Home Sweet Kyoto

by Sugano Yasuyo

I distinctly remember watching a documentary video as a child about a traditional Japanese confectionary (wagashi) maker in Kyoto. Just watching the dignified air of this established artisan made me straighten my posture.

There is a premium type of namagashi (“wet confectionary,” meaning 30% or more is moisture), used in chadô (tea ceremony) and as a popular gift, which is called Jônamagashi. The shapes of the sweets reflect attractive images from nature throughout the seasons. In the documentary, for example, one of the featured jônamagashi was for autumn tea ceremonies, and was in the shape of a leaf. Every morning, the confectionary maker would observe the mountains. The color of the sweets made daily would match what he saw in nature; they would change from green to yellow and eventually red. The simple beauty of the nerikiri he was kneading carefully held my rapt attention (nerikiri is a blend of white bean and gyûhi, which is a glutinous rice or flour that provides viscosity).

Kyoto’s wagashi developed and became refined concomitant with chado. The jônamagashi used in chadô is considered a specialized art. The names for the confectionaries are based on the seasons, traditional themes of natural beauty, waka (a form of traditional poetry) and haiku. Eating such art as this seems so wasteful as to elicit a sigh. The delicate aesthetic touch of the maker that goes into such a small treat is always a point of interest for me.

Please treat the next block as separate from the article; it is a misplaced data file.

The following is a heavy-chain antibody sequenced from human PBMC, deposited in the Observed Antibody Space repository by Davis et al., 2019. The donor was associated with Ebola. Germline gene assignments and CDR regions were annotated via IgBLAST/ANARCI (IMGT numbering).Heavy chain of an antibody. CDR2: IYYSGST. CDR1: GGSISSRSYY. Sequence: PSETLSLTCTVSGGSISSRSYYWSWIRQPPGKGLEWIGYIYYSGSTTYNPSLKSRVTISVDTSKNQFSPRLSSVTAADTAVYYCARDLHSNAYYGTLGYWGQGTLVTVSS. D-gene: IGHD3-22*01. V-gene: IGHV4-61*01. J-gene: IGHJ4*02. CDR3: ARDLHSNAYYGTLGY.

These special wagashi aren’t the only varieties, of course; there are the usual manjû, dango, and mochi that are a part of Kyoto’s culinary charm. And in a city where there are so many shrines and temples, we can’t forget all those special treats for religious ceremonies and festivals. Imamiya Shrine’s aburi-mochi is skewered on sticks no bigger than your pinky and roasted over charcoal before a sweet-and-sour white miso sauce is slathered on. When I was a child, I had relatives who lived near the shrine and I always looked forward to those treats when visiting.

There aren’t many ingredients that go into wagashi and they are traditionally free of fats and oils for the most part. Recently, however, new kinds of wagashi are appearing, like green-tea parfaits with ice cream or whipped cream on top. Maybe we can call these “sub-culture” wagashi for fun.






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